J Psychiatry. 1996 Sep;153(9):1239.
Antidepressant-induced mania and cycle acceleration: a
Altshuler LL, Post RM, Leverich GS,
Mikalauskas K, Rosoff A, Ackerman L.
Brentwood VA Medical Center, Los
OBJECTIVE: The longitudinal course of 51 patients with
treatment-refractory bipolar disorder was examined to assess possible effects of
heterocyclic antidepressants on occurrence of manic episodes and cycle
acceleration. METHOD: Using criteria established from life charts, investigators
rated the patients' episodes of mania or cycle acceleration as likely or
unlikely to have been induced by antidepressant therapy. Discriminant function
analyses were performed to assess predictors of vulnerability to
antidepressant-induced mania or cycle acceleration. Further, the likelihood of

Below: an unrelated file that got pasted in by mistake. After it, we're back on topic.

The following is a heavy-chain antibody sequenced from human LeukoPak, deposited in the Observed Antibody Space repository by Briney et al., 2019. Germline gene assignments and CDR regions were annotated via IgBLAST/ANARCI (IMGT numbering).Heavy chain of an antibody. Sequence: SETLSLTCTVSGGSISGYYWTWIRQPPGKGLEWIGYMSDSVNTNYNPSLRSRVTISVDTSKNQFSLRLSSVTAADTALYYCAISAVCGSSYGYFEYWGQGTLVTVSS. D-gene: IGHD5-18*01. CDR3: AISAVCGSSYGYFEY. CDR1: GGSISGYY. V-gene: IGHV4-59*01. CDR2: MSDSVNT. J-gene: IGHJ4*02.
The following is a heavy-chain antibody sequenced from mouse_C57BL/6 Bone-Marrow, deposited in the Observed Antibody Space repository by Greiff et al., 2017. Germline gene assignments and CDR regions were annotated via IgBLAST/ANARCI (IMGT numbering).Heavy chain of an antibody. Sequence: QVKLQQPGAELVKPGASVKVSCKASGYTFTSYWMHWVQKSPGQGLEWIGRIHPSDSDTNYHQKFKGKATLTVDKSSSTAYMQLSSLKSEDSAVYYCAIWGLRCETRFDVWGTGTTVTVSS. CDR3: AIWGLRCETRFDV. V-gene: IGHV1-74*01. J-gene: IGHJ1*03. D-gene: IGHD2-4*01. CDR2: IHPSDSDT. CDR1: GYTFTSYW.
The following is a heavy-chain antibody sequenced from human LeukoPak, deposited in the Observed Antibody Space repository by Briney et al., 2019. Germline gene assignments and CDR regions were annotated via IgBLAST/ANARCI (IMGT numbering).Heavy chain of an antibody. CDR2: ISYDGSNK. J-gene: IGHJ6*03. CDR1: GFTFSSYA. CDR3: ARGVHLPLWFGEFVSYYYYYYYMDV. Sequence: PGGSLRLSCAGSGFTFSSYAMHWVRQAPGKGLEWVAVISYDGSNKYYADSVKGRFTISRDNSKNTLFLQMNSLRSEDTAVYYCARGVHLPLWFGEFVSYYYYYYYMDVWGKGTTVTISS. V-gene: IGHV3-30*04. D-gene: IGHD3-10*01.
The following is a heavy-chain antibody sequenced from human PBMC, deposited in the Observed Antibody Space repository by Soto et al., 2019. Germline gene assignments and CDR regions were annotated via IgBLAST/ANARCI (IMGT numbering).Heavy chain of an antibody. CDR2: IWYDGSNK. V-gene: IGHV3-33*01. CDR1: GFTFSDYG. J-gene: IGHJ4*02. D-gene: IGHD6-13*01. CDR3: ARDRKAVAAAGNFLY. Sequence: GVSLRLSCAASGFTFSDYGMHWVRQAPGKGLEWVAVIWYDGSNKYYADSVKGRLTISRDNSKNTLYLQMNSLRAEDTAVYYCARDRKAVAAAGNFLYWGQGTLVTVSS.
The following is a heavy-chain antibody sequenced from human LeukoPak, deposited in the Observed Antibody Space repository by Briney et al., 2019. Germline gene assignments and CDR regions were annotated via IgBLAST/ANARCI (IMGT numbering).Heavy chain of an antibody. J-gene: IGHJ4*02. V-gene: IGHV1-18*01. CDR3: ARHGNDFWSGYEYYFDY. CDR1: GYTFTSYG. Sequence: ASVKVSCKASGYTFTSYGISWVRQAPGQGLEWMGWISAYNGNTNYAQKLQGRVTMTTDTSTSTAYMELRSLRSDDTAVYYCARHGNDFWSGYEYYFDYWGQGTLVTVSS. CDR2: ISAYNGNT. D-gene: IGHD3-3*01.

future antidepressant-induced episodes in persons who had had one such episode
was assessed. RESULTS: Thirty-five percent of the patients had a manic episode
rated as likely to have been antidepressant-induced. No variable was a predictor
of vulnerability to antidepressant-induced mania. Cycle acceleration was likely
to be associated with antidepressant treatment in 26% of the patients assessed.
Younger age at first treatment was a predictor of vulnerability to
antidepressant-induced cycle acceleration. Forty-six percent of patients with
antidepressant-induced mania, but only 14% of those without, also showed
antidepressant-induced cycle acceleration at some point in their illness.
CONCLUSIONS: Mania is likely to be antidepressant-induced and not attributable
to the expected course of illness in one-third of treatment-refractory bipolar
patients, and rapid cycling is induced in one-fourth. Antidepressant-induced
mania may be a marker for increased vulnerability to antidepressant-induced
cycle acceleration. Antidepressant-induced cycle acceleration (but not
antidepressant-induced mania) is associated with younger age at first treatment
and may be more likely to occur in women and in bipolar II